Radiomimetic cell cycle delay induced by tetranodecanoyl phorbol acetate is enhanced by caffeine and by the protein kinase inhibitor 2-aminopurine.
Downes CS., Ryan A., Johnson RT.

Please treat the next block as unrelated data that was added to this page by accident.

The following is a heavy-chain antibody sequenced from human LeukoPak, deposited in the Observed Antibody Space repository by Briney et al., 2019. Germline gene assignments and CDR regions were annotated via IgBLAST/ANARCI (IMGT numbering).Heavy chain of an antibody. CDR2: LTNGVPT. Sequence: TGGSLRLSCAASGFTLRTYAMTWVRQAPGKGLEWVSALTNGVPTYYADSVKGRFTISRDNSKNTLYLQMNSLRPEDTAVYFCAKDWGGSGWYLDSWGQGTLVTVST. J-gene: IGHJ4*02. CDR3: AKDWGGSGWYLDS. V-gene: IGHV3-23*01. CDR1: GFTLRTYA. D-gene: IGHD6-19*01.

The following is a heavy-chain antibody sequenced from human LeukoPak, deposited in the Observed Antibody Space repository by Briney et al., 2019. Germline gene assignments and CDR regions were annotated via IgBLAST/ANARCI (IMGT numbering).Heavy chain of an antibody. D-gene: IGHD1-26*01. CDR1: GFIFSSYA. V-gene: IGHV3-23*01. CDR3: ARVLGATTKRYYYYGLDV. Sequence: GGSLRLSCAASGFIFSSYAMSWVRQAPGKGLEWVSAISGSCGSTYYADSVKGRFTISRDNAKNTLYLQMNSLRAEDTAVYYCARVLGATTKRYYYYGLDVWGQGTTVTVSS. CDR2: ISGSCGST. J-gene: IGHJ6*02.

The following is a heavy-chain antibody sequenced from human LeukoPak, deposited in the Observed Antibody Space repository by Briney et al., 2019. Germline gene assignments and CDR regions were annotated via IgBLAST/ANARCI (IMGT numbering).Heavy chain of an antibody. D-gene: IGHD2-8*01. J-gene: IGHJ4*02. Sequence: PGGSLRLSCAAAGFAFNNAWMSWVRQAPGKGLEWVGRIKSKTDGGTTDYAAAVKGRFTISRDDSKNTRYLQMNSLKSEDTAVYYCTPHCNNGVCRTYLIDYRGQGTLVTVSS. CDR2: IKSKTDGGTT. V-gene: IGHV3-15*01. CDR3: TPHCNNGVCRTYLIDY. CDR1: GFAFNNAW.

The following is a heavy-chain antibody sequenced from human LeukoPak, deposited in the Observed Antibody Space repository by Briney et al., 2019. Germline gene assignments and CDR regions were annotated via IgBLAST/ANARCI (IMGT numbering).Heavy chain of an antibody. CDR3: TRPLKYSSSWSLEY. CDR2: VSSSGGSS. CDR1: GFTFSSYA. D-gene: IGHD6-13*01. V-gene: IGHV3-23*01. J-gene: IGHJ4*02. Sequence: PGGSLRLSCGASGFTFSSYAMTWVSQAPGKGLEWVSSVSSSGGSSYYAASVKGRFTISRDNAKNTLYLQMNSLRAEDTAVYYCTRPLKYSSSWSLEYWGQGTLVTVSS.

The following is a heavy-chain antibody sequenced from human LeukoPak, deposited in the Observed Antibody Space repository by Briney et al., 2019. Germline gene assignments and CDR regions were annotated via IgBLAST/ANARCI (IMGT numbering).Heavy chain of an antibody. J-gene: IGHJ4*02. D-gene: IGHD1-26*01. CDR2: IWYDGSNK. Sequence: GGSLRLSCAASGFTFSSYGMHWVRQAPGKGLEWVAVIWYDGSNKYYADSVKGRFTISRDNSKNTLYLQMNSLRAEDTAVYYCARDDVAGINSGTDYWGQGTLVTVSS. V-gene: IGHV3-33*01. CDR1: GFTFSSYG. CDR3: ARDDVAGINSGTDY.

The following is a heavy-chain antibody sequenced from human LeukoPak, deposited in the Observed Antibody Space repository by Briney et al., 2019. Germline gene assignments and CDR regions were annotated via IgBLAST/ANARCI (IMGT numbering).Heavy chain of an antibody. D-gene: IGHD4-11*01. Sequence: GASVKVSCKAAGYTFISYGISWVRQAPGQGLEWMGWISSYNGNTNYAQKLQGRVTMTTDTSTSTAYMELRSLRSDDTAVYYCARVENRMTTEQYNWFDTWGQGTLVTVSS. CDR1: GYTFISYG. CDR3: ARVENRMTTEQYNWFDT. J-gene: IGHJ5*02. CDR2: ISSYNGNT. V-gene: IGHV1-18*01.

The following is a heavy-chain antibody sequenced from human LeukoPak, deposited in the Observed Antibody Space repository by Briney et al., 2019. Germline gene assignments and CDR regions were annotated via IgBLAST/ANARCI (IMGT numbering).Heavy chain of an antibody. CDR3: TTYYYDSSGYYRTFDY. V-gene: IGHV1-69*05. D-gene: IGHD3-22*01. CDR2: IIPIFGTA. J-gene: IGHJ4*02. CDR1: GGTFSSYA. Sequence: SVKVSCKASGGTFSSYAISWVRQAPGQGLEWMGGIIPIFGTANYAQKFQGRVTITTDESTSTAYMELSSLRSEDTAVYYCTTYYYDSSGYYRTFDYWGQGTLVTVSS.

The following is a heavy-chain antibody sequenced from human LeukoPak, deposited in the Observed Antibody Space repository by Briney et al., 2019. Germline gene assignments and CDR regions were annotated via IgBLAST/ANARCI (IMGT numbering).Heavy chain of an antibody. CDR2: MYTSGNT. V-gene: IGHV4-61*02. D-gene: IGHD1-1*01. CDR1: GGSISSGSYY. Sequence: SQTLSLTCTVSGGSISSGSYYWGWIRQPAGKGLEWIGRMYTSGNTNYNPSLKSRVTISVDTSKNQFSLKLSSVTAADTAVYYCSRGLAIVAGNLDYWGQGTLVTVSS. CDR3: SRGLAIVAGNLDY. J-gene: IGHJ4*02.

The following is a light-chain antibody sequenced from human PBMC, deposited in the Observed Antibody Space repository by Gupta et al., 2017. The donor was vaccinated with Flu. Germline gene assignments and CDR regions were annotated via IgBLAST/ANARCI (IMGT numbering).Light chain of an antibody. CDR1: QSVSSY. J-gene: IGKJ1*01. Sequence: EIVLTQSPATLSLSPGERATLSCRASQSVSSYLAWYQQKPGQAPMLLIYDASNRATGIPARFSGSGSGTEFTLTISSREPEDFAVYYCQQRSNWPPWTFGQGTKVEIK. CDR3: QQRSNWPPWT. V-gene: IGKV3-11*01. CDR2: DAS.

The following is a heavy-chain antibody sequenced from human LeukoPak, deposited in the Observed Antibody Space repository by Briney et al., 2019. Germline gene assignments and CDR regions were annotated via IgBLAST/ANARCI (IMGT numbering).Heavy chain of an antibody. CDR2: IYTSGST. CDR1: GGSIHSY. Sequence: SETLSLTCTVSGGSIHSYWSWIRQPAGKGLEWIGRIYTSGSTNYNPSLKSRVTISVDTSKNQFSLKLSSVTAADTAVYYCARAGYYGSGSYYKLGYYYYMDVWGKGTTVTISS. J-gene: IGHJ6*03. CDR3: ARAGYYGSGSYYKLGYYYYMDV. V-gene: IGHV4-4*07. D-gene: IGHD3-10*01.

The tumour promoter and protein kinase C agonist, 12-O-tetranodecanoyl-phorbol-13-acetate (TPA), has been reported to show a radiomimetic action because it transiently delays the passage of HeLa cells through the G2 phase, as do ionizing radiation and other DNA damaging agents. Caffeine is known to override the G2 delay imposed by DNA damage; it is shown here that caffeine does not override the radiomimetic delay imposed by TPA in HeLa, but instead enhances it, without affecting G2 progression in control cells. Most of the other agents which more specifically affect some of the diverse range of caffeine targets either do not affect G2 progression after TPA, or delay G2 progression in control cells and exert a further delay in the presence of TPA. The exception is 2-aminopurine, a protein kinase inhibitor which has been shown to have an action similar to that of caffeine is allowing progression of the cell cycle to mitosis after the inhibition of DNA synthesis, without affecting normal cycle progression through G2. This agent, like caffeine, also has the contrary action of retarding cycle progression after TPA. It is concluded that the G2 delays induced by ionizing radiation and by TPA operate by different mechanisms, which are modulated in opposite senses by mechanisms involving protein kinase inhibition.